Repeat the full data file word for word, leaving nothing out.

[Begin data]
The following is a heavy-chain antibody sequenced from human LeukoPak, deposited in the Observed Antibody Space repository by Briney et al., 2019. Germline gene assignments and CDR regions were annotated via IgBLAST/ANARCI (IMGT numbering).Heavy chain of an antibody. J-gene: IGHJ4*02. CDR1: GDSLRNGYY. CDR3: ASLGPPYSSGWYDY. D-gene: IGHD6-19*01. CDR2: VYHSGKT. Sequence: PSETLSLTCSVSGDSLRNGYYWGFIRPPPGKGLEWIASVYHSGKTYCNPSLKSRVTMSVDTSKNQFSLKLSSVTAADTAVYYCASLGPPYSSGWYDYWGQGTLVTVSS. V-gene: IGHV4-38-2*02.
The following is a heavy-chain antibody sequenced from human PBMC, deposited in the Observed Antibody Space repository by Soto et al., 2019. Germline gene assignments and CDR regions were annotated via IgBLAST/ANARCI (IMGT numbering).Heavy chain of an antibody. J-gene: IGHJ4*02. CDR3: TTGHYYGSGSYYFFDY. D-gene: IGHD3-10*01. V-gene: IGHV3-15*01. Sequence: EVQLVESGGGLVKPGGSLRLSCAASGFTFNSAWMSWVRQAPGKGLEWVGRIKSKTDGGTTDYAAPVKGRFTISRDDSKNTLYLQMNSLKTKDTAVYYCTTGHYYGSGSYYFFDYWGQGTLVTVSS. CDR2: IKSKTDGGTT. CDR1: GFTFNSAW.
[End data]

The following is a heavy-chain antibody sequenced from human LeukoPak, deposited in the Observed Antibody Space repository by Briney et al., 2019. Germline gene assignments and CDR regions were annotated via IgBLAST/ANARCI (IMGT numbering).Heavy chain of an antibody. J-gene: IGHJ4*02. CDR1: GDSLRNGYY. CDR3: ASLGPPYSSGWYDY. D-gene: IGHD6-19*01. CDR2: VYHSGKT. Sequence: PSETLSLTCSVSGDSLRNGYYWGFIRPPPGKGLEWIASVYHSGKTYCNPSLKSRVTMSVDTSKNQFSLKLSSVTAADTAVYYCASLGPPYSSGWYDYWGQGTLVTVSS. V-gene: IGHV4-38-2*02.
The following is a heavy-chain antibody sequenced from human PBMC, deposited in the Observed Antibody Space repository by Soto et al., 2019. Germline gene assignments and CDR regions were annotated via IgBLAST/ANARCI (IMGT numbering).Heavy chain of an antibody. J-gene: IGHJ4*02. CDR3: TTGHYYGSGSYYFFDY. D-gene: IGHD3-10*01. V-gene: IGHV3-15*01. Sequence: EVQLVESGGGLVKPGGSLRLSCAASGFTFNSAWMSWVRQAPGKGLEWVGRIKSKTDGGTTDYAAPVKGRFTISRDDSKNTLYLQMNSLKTKDTAVYYCTTGHYYGSGSYYFFDYWGQGTLVTVSS. CDR2: IKSKTDGGTT. CDR1: GFTFNSAW.